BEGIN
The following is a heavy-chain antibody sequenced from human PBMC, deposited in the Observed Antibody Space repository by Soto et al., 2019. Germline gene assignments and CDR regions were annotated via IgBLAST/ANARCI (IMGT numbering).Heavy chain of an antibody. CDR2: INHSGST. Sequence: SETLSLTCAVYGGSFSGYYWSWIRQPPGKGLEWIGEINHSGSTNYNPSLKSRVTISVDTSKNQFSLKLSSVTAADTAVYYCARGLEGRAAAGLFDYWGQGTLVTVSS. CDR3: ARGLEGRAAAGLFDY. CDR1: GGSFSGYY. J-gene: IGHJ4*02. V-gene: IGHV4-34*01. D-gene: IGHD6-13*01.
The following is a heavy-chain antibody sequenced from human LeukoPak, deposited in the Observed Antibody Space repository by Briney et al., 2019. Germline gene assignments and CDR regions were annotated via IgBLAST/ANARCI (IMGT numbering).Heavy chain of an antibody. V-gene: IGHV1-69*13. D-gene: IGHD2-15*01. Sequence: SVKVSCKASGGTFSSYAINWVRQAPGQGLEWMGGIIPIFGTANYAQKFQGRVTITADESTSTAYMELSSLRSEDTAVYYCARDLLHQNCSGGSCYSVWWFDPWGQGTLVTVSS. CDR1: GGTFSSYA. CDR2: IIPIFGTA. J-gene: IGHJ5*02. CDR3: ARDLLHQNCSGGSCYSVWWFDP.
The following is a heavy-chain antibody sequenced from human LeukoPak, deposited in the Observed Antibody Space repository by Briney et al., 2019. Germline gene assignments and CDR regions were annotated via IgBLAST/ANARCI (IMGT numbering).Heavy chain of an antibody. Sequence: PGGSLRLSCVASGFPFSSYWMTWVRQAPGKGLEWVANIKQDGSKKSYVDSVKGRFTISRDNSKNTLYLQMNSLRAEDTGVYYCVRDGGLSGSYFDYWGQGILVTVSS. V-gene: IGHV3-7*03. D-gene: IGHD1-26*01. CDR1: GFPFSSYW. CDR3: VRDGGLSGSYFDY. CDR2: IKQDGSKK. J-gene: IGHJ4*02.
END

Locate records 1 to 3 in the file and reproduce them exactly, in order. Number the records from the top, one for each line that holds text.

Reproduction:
The following is a heavy-chain antibody sequenced from human PBMC, deposited in the Observed Antibody Space repository by Soto et al., 2019. Germline gene assignments and CDR regions were annotated via IgBLAST/ANARCI (IMGT numbering).Heavy chain of an antibody. CDR2: INHSGST. Sequence: SETLSLTCAVYGGSFSGYYWSWIRQPPGKGLEWIGEINHSGSTNYNPSLKSRVTISVDTSKNQFSLKLSSVTAADTAVYYCARGLEGRAAAGLFDYWGQGTLVTVSS. CDR3: ARGLEGRAAAGLFDY. CDR1: GGSFSGYY. J-gene: IGHJ4*02. V-gene: IGHV4-34*01. D-gene: IGHD6-13*01.
The following is a heavy-chain antibody sequenced from human LeukoPak, deposited in the Observed Antibody Space repository by Briney et al., 2019. Germline gene assignments and CDR regions were annotated via IgBLAST/ANARCI (IMGT numbering).Heavy chain of an antibody. V-gene: IGHV1-69*13. D-gene: IGHD2-15*01. Sequence: SVKVSCKASGGTFSSYAINWVRQAPGQGLEWMGGIIPIFGTANYAQKFQGRVTITADESTSTAYMELSSLRSEDTAVYYCARDLLHQNCSGGSCYSVWWFDPWGQGTLVTVSS. CDR1: GGTFSSYA. CDR2: IIPIFGTA. J-gene: IGHJ5*02. CDR3: ARDLLHQNCSGGSCYSVWWFDP.
The following is a heavy-chain antibody sequenced from human LeukoPak, deposited in the Observed Antibody Space repository by Briney et al., 2019. Germline gene assignments and CDR regions were annotated via IgBLAST/ANARCI (IMGT numbering).Heavy chain of an antibody. Sequence: PGGSLRLSCVASGFPFSSYWMTWVRQAPGKGLEWVANIKQDGSKKSYVDSVKGRFTISRDNSKNTLYLQMNSLRAEDTGVYYCVRDGGLSGSYFDYWGQGILVTVSS. V-gene: IGHV3-7*03. D-gene: IGHD1-26*01. CDR1: GFPFSSYW. CDR3: VRDGGLSGSYFDY. CDR2: IKQDGSKK. J-gene: IGHJ4*02.